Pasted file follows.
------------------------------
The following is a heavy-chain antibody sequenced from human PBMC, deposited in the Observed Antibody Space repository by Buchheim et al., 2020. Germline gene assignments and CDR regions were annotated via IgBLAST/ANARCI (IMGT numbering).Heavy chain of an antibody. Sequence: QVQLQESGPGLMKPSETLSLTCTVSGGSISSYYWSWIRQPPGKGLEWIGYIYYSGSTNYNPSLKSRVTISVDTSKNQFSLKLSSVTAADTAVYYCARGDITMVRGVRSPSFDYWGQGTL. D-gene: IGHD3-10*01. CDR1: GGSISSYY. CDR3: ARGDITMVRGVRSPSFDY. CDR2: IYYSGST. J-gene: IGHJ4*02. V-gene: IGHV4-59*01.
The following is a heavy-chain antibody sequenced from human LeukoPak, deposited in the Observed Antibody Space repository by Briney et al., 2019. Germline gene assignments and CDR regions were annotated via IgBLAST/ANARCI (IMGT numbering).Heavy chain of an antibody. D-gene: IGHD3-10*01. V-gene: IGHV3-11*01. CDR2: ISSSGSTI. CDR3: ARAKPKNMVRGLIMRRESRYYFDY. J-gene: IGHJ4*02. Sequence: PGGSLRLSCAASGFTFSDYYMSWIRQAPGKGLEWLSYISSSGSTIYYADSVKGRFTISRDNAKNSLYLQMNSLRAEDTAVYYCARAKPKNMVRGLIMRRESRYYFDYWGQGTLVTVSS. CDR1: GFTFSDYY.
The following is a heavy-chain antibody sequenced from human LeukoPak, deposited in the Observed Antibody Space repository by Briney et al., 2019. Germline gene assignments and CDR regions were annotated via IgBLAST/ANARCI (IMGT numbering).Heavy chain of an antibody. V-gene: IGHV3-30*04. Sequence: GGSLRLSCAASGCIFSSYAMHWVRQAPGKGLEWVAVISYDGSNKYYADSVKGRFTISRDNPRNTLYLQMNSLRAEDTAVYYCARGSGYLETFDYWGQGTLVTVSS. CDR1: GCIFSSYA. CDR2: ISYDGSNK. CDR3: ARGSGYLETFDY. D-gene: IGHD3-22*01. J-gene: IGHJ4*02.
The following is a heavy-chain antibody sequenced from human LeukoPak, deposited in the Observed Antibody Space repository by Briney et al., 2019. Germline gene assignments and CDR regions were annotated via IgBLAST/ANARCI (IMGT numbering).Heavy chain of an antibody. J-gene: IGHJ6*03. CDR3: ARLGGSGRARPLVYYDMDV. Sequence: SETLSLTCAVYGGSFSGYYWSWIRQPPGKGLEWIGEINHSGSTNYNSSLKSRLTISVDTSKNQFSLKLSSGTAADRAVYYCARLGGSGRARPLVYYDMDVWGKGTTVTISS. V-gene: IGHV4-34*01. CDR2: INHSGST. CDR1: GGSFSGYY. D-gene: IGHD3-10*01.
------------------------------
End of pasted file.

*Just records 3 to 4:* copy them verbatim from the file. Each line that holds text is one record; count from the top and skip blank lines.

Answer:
The following is a heavy-chain antibody sequenced from human LeukoPak, deposited in the Observed Antibody Space repository by Briney et al., 2019. Germline gene assignments and CDR regions were annotated via IgBLAST/ANARCI (IMGT numbering).Heavy chain of an antibody. V-gene: IGHV3-30*04. Sequence: GGSLRLSCAASGCIFSSYAMHWVRQAPGKGLEWVAVISYDGSNKYYADSVKGRFTISRDNPRNTLYLQMNSLRAEDTAVYYCARGSGYLETFDYWGQGTLVTVSS. CDR1: GCIFSSYA. CDR2: ISYDGSNK. CDR3: ARGSGYLETFDY. D-gene: IGHD3-22*01. J-gene: IGHJ4*02.
The following is a heavy-chain antibody sequenced from human LeukoPak, deposited in the Observed Antibody Space repository by Briney et al., 2019. Germline gene assignments and CDR regions were annotated via IgBLAST/ANARCI (IMGT numbering).Heavy chain of an antibody. J-gene: IGHJ6*03. CDR3: ARLGGSGRARPLVYYDMDV. Sequence: SETLSLTCAVYGGSFSGYYWSWIRQPPGKGLEWIGEINHSGSTNYNSSLKSRLTISVDTSKNQFSLKLSSGTAADRAVYYCARLGGSGRARPLVYYDMDVWGKGTTVTISS. V-gene: IGHV4-34*01. CDR2: INHSGST. CDR1: GGSFSGYY. D-gene: IGHD3-10*01.